Fri, November 15, 2019
Faculty in the News, Nov. 15
NOTE: Faculty, if you are interviewed and quoted by news media, or if your work has been cited, and you have an online link to the article or video, please let us know. Contact us at email@example.com
CSUSB Theatre Arts presents Shakespeare’s classic comedy ‘Twelfth Night,’ directed by Terry Donavan Smith
High Desert Daily
Nov. 14, 2019
Cal State San Bernardino’s Department of Theatre Arts kicks off the 2019-2020 season, Somewhere Between Fantasy and Reality, on Friday, Nov. 15, with a contemporary take on William Shakespeare’s classic “Twelfth Night or What You Will,” directed by Terry Donovan Smith.
The production will be staged on the Ronald E. Barnes Theatre stage Nov. 15, 16, 21, 22 and 23 at 8 p.m., and Nov. 17, 23 and 24 at 2 p.m.
Read the complete article at “CSUSB Theatre Arts presents Shakespeare’s classic comedy ‘Twelfth Night.’”
Latest FBI crime report indicates a ‘reshuffling’ of populations targeted in hate crimes, CSUSB professor says
San Francisco Chronicle
Nov. 14, 2019
Hate crimes jumped 58% in San Francisco last year even as they appeared to level off across California and the nation, new FBI figures show. The city’s surge in hate crimes, which local leaders called troubling, was driven by an increase in incidents in which people were accused of targeting victims due to their race or ethnicity. The number of racially motivated crimes more than doubled last year, from 19 in 2017 to 41 in 2018, making up the majority of San Francisco’s 68 reported hate crimes.
Nationally, there has been a “reshuffling” of which populations are targeted that mirrors shifts in political discourse, said Brian Levin, director of a California State University, San Bernardino center for studying hate and extremism. Accordingly, he said, anti-Muslim and anti-Arab crimes have decreased, while Latino, immigrant and transgender communities see spikes.
“I think what we’ve been seeing is a swapping of who is now considered a legitimate target of aggression in our socio-political climate,” Levin said. “Just as we were seeing that decline of anti-Muslim crime, we saw ... an increase of attacks against Latinos.”
Levin sees an alarming pattern in the national figures on serious crimes against people, like assault and intimidation, which rose to 4,571 — a 16-year high — and accounted for more than two-thirds of last year’s hate crimes.
Hate-motivated killings climbed from 15 in 2017 to 24 in 2018, which included 11 people slain in a mass shooting in a Pittsburgh synagogue.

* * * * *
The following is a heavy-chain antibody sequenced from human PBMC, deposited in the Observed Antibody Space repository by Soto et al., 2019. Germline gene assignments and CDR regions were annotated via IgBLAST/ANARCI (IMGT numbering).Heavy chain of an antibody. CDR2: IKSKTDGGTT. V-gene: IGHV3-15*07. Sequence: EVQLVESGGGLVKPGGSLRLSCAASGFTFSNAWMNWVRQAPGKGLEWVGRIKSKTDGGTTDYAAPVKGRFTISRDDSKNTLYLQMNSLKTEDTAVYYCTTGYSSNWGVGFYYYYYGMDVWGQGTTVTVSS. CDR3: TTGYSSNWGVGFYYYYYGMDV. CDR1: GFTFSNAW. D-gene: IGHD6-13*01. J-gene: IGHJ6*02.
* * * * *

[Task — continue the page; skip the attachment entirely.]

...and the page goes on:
“An upward trend in violent crime is a cause for concern,” Levin said.
Read the complete article at “FBI: Hate crimes rose 58% in San Francisco as nationwide numbers leveled off.”
CSUSB professor participates on a panel discussion on the satirical movie ‘Jojo Rabbit’
Nov. 13, 2019
Brian Levin, director of the Center for the Study of Hate & Extremism and professor of criminal justice at California State University, San Bernardino, was one of the panelists who participated in a recent discussion on the film “Jojo Rabbit,” Taika Waititi’s satirical Hitler youth tale. The film was screened at the Museum of Tolerance in Los Angeles.
Levin related FBI’s most up-to-date release of hate crime figures in the United States — and Jews are a primary target — to stress the urgency of stoking conversation about the Holocaust in a way that speaks to today’s youth.
“JoJo Rabbit,” he opined, can do just that.
“Hate doesn’t start with the devil, it’s starts with something more banal,” Levin said. “And one of the things that’s taking place right now is that we have to get young people to a place where they will watch the serious documentaries, where they will have some historic and civic literacy. And I think today we live in a world where young people, where sarcasm is part of their language, is part of how they get acquainted with each other. So I think part of the debate or the divergence that we’re having here today relates to: in what context will a film like this be presented? Will it stand on its own completely and will it have some kind of cartoonish contact with the Holocaust and Nazism? Or will it serve as an entry where we are talking in a language and tempo to today’s youth? And that’s where I think this film has done incredibly well.”
Read the complete article at “Holocaust experts debate ‘Jojo Rabbit’ at Museum of Tolerance screening.”
Better incentives needed for local law enforcement agencies to report hate crimes to FBI, CSUSB professor says
Nov. 13, 2019
A report made public Wednesday by the U.S. Commission on Civil Rights called on Congress to adopt legislation that would use funding to incentivize police departments across the country to produce annual accountings of hate crimes. The commission also recommended that the police departments establish dedicated hate crime units aimed at better identifying and investigating reports of those incidents.
The commission issued its proposals a day after the latest FBI report on hate crimes, an accounting the commission said remained deeply flawed. The FBI’s report, the commission noted, still depends on the voluntary submission of data from local police agencies, a process that has regularly produced what almost everyone agrees is a vast undercount of actual hate crimes.
Brian Levin, a former NYPD officer and the director of the Center for the Study of Hate and Extremism at California State University, San Bernardino, told ProPublica that better incentives for agencies to report to the FBI are key. Making training and policy standards contingent on funding could help, he said, as could expanding resources and personnel.
Read the complete article at “Police don’t do a good job tracking hate crimes. A new report calls on Congress to take action.”
These news clips and others may be found at “In the Headlines” at inside.csusb.edu.